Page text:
Culture is one of those things that we recognize in other people groups but have a hard time identifying in ourselves. But almost nothing is more powerful in shaping how we view and interact with the world around us than the culture in which we grew up in or in which we currently live. One of the recent episodes of the Freakonomics podcast looks at how the U.S. is different from the rest of the world, beginning with how we differ culturally from other nations. This is the first in a series of episodes looking at these various points of divergence and why they’re important to consider when we look at practices and policies that seem to work well in other parts of the world but fail miserably in the U.S. (and why some of our ideas and institutions have failed outside of the U.S.). There’s an obvious connection to education: it’s the job of schools to educate everyone, regardless of country of origin, first language, economic status, gender, race or ethnicity. Awareness of our own culture is an important starting point for improving our ability to do that.
One of the first things mentioned on the podcast is cross-cultural psychology – the practice of studying psychological principles across cultures rather than in a Western, industrialized, mostly wealthy context. This type of study is critically important because there are a great many psychological “truths” posited in recent decades that turn out not to be true for all cultures across the board. In other words, these aren’t true for all humans, only for some humans under certain cultural conditions. The other major reason this field is so important? Psychological studies are currently dominated by Western subjects and particularly by American subjects. And I really mean dominated: 97% of all studies in the world are Western and 70% are American. This means their findings can really only be applied to Western, industrialized, wealthy countries, and some research findings can really only apply to Americans.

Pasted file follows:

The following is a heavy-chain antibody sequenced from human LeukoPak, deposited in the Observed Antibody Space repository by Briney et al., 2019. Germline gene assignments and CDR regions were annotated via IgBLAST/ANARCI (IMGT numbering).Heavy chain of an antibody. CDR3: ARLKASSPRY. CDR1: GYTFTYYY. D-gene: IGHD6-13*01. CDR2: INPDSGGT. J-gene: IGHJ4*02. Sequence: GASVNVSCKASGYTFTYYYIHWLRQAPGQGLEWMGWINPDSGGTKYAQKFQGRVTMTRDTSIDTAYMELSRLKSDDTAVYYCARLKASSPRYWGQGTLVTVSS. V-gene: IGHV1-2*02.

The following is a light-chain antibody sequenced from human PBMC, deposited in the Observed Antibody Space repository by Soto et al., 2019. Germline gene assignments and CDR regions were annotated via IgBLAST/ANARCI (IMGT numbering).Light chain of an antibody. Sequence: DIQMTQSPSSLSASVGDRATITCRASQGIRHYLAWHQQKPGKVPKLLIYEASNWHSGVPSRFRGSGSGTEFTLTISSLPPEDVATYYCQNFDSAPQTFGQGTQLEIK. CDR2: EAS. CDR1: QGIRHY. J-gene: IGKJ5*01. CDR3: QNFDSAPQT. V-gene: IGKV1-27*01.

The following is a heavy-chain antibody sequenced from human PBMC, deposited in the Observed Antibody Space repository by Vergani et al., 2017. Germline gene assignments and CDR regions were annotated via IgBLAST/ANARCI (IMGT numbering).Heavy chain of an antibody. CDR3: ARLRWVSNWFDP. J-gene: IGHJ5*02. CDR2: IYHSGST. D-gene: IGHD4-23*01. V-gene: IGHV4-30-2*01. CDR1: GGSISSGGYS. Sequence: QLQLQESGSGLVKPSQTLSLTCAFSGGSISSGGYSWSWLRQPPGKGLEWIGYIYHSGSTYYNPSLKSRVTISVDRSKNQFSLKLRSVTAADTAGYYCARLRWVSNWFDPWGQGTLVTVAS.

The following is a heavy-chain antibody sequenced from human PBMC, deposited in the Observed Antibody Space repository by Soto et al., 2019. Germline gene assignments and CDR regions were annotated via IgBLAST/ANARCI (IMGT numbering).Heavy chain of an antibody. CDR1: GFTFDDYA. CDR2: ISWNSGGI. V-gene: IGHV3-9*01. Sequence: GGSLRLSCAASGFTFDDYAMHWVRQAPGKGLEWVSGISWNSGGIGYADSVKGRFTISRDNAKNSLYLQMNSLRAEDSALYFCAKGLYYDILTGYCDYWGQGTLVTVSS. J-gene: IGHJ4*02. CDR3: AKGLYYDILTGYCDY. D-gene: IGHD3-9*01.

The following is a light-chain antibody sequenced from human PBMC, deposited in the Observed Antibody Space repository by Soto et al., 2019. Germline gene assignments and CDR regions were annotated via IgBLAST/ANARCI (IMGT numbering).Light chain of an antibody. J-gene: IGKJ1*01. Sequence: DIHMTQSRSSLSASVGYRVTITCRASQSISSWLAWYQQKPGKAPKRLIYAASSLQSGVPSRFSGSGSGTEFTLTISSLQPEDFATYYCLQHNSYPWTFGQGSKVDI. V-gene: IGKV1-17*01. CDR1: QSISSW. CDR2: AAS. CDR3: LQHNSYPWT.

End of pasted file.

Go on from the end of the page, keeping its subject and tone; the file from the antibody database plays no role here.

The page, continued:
This, of course, has implications for how we relate to other cultures, both in the wider world and within the culturally diverse U.S..
Some things to note from the episode:
- How chronic threat (disasters, invasions, epidemics) influences the tightness/looseness of a culture and where the U.S. ranks in tightness/looseness (this explains a lot about the Puritans, if you ask me, and would provide a fascinating lens through which to analyze both them and the Jamestown colony).
- The essential characteristics of tight/loose cultures and their up- and downsides (this will help you understand why we struggled with mask mandates during the pandemic but also why we were at the forefront of vaccine development).
- How different groups within a culture may experience differing applications of tightness/looseness based on gender, race, or status (Hello, implicit bias).
- How a culture’s level of individualism versus collectivism affects a range of situations.
There’s a lot here that is relevant to education, both in how we interact with children and families from other cultures, and how we understand the ways our culture has chosen to value certain traits over others without there being an absolute reason to do so, and how we, as a relatively loose culture, still may subconsciously apply norms more tightly to certain groups. It’s also valuable to use this lens to analyze why some pedagogies don’t work with some kids.
You can listen to The U.S. is Just Different – So Let’s Stop Pretending We’re Not on the Freakonomics podcast on Spotify, Apple Podcasts, Stitcher, or wherever you get your podcasts.